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Episode 4 – Tim Scott from Edison Digital

#SeriouslySocial The Podcast

with Simone Douglas and special guest Tim Scott


Chris Irving 0:01
Welcome to the seriously social podcast with your host, Simone Douglas. This episode is an interview with entrepreneur Tim Scott.

Simone Douglas 0:15
So, welcome to this episode of this seriously social podcast. Today I am joined by Tim Scott from Edison digital. So Tim, maybe if we just start with your cliff note version of your backstory, how did you end up on the red chairs today,

Tim Scott 0:31
The red chairs? Well, I met you through through one of our business interests with BNI the background to joining BNI having the marketing company and things like that was I was in franchising with the Jim’s Group, so I owned some master franchise rights in Dog Wash and also an interest in an appliance company. And recently sold those companies and, you know, in the last year started a marketing company joined you know, a networking group to try and build that referral base. And, and here we are.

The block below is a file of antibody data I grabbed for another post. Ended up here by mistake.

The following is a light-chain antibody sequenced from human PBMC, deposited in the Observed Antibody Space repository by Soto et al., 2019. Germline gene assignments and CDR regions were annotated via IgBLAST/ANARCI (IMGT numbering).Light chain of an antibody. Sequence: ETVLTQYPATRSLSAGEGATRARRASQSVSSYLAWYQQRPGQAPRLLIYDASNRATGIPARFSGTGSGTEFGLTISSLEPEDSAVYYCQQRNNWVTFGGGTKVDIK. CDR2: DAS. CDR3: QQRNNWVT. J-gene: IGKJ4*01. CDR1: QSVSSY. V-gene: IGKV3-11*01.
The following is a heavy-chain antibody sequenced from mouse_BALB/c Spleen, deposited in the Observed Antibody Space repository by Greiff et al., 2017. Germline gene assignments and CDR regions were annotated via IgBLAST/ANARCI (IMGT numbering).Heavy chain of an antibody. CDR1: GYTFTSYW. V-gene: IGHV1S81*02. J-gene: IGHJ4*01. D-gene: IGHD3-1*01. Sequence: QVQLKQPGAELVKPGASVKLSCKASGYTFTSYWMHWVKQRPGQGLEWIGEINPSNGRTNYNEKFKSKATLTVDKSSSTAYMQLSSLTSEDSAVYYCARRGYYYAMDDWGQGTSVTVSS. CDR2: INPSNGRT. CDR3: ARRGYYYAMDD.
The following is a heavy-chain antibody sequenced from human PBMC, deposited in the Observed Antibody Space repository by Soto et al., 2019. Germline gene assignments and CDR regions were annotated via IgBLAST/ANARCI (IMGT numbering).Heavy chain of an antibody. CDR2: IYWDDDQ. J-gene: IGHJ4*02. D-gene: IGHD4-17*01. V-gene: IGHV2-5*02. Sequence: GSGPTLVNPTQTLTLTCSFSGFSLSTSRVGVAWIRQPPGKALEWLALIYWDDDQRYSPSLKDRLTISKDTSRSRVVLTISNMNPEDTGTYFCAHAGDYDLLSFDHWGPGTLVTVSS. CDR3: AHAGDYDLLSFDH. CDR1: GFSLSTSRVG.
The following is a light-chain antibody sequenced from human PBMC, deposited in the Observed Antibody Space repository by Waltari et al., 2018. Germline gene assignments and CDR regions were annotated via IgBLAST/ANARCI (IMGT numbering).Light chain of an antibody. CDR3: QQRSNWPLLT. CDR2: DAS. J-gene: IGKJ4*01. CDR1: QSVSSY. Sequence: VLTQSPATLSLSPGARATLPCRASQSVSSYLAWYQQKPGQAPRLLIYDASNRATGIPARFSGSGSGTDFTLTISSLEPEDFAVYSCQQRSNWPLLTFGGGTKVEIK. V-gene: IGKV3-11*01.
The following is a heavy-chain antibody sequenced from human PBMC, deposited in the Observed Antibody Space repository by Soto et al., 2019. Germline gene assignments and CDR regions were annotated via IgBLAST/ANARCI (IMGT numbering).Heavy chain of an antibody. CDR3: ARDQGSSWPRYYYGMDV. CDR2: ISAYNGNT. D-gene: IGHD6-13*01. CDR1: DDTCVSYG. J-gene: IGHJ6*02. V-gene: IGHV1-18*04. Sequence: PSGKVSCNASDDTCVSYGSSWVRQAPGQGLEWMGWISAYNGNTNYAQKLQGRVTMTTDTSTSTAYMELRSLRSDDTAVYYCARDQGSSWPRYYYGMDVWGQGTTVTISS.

Simone Douglas 1:03
Cool. And as much as you’re probably tired of people asking this question, and age shouldn’t really come into it, how old are you right now?

Tim Scott 1:11
I’m 23. But I’m 24 next week. Yeah, and then everything will be different.

Simone Douglas 1:16
24 and on business number three, for you for your career so far, so that I think it just goes to show that realistically, you can have whatever you want if you’re prepared to do the work and go out and do things.

Tim Scott 1:27
Take a punt.

Simone Douglas 1:28
Yeah, so can you maybe just start off; give me what the decision making process looked like for you when you first bought a master franchise because it’s not a small investment as a general rule.

Tim Scott 1:43
Yeah, no, it wasn’t, I think I really wanted to find a business. I wanted to work for myself. I haven’t really had I’ve never had a full time job. And so it’s doing some some contracting work in the space and then we had the opportunity came up to purchase a region. So region is a master franchise rights means that we can sell franchises and we manage the franchisees and things like that. And I, to be honest with you, like, I didn’t put too much thought into it other than this seems like a good opportunity. I went got a loan out at 27%.

Simone Douglas 2:21

Tim Scott 2:21